As I expressed in my post on overthinking footwear, I consider it a top priority to buy products made and sold as locally as possible. This presents an inherent conflict--what happens if locally made and locally sold products are mutually exclusive? Case in point--I couldn't find the boots that I needed at In Step Leather, which was pretty much the only independently owned supplier in Elkridge. I settled on buying boots from L. L. Bean, which is at least an American-based company with strong community ties (in Maine), and which has a retail store in my area. But there's rarely a good solution.
I recently needed to buy new underwear. There aren't a lot of American-made options (let alone anything truly local to Elkridge or Maryland). You can pay $100+ for boutique briefs, or you can buy something that's American-made for the sake of being American-made. I respect that, but it doesn't always equal quality. And neither kind is easy to find on a local store shelf. For that matter, locally owned clothing stores are few and far between. So I settled for Campbellsville Apparel, which makes underwear for the U. S. military. I'm not a big supporter of the military-industrial complex, but economic reality is what it is. To make relatively inexpensive underwear in America and stay viable, I can't imagine there are many options that don't involve a government contract. Plus, in this area military is local (sort of). Instead of ordering them online, I got a friend to pick up a couple of packages on base.
I'm also trying to find some dress socks--the thin kind that you're supposed to wear with dress shoes. I don't use them so much that I go through them quickly, but right now I have only one pair, and it doesn't look like it's going to last much longer. I found one locally-owned men's store, but they didn't sell anything American-made. I found a few suppliers online, but I don't know enough about socks to order with much confidence that I'll get the kind I really want. Since it looks like I'll have to buy from a chain store one way or another, it occurred to me to check back with L. L. Bean. Their products are hit-and-miss. I think they genuinely try to contract American when they can, but many of their products are made overseas as well. I think I may be in luck--I found several styles that look right and are designated USA-made. It's probably worth another trip to check them out.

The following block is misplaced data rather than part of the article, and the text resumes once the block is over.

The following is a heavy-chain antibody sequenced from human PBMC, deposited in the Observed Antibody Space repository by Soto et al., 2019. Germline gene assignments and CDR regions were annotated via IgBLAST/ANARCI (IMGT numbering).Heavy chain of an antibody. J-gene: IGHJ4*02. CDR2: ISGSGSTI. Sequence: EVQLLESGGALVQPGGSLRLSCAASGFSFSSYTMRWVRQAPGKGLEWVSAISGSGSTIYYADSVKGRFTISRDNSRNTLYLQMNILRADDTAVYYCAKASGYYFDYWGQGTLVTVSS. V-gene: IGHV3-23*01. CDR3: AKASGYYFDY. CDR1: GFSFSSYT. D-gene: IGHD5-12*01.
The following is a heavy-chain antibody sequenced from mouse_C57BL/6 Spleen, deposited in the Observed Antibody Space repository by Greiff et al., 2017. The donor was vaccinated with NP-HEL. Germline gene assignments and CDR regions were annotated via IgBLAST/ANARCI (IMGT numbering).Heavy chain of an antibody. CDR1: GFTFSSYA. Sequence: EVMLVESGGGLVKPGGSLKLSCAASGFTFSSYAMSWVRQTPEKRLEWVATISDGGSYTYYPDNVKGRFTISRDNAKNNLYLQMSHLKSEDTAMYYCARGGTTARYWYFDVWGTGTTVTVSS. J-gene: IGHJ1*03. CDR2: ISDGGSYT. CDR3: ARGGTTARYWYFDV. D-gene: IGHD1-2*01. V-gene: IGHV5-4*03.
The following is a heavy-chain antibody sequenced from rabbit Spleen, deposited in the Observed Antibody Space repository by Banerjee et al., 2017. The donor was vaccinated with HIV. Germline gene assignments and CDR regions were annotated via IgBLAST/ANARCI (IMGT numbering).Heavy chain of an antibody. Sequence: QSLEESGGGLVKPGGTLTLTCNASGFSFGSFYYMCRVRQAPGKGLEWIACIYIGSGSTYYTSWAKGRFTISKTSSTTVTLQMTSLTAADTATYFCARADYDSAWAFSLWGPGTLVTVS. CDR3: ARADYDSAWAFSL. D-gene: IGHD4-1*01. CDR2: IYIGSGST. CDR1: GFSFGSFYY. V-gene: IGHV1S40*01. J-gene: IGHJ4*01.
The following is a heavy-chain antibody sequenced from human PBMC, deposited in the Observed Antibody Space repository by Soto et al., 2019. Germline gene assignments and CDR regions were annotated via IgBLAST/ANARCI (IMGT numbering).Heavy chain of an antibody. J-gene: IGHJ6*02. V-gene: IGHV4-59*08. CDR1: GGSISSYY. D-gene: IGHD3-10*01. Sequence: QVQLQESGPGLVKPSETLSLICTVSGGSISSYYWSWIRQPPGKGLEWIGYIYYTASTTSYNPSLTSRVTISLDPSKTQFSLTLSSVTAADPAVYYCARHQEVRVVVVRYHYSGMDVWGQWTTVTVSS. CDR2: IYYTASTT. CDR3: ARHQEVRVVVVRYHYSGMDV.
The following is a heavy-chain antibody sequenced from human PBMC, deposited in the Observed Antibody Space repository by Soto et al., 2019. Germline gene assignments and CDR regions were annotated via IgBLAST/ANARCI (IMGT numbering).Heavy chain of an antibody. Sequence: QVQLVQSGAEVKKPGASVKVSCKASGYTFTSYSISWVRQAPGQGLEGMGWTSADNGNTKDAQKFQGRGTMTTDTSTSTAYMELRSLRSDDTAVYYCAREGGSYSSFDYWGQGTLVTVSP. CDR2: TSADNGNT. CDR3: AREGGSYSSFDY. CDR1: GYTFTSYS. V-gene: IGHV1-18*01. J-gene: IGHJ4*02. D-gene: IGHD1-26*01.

But these are only two examples of a systemic problem. It's hard to succeed in small business, especially if you're competing directly with multinational corporations. So I suspect there's a quite a bit of pressure to sell competitively priced products, which generally means stuff made overseas. Either that, or find yourself a niche like high-quality, high-end. Maybe that would lead you to $100 underwear, but it still doesn't meet the need of a thrifty but socially conscious consumer. So unless you're fortunate enough to have a local niche retailer who specializes in American-made, chances are pretty good that you won't just happen across that sort of thing.
The Internet is a marvelous invention. As far as I'm concerned, one of its greatest accomplishments is to connect people with their interests, however obscure. I might not know a single person in my community who collects used dental floss, but if there are half a dozen of us in the world, we can now find each other and form a club. If there are 50 of us, someone can figure out how to make money at it. Right now, American-made is a lifestyle choice. However much one might argue that it's economically more beneficial in the grand scheme of things, most consumers will look at the price tag and go with whatever's cheapest. So the challenge in the real world is finding enough customers who will pay extra for a clean conscience. Online, there's a much larger pool to draw from, and you're more likely to create a viable business selling this stuff.
But for me, it's not just about American-made. It's about supporting local economy in whatever way I can. I want my products made as locally as possible, but I also want the rest of the supply chain as local as possible. If more products were made right here in and around Elkridge, the rest would probably fall into place a bit more neatly. But as it is, "locally made" rarely gets much better than "made in the same time-zone." So how am I really affecting my community, if instead of buying underwear made in Honduras from the Walmart down the road, I'm supporting a business that's local somewhere in Kentucky?
Maybe I'm just too lazy for this. If I see a need, I should work to meet it. Instead of just ordering my own pair of socks, maybe I should try to become a local supplier of those socks to others in my community. Or better yet, get some training and equipment, and start making socks in my garage, and selling them at local craft fairs and farmer's markets. But in the meantime, how can I support my local economy? Is it even a realistic objective?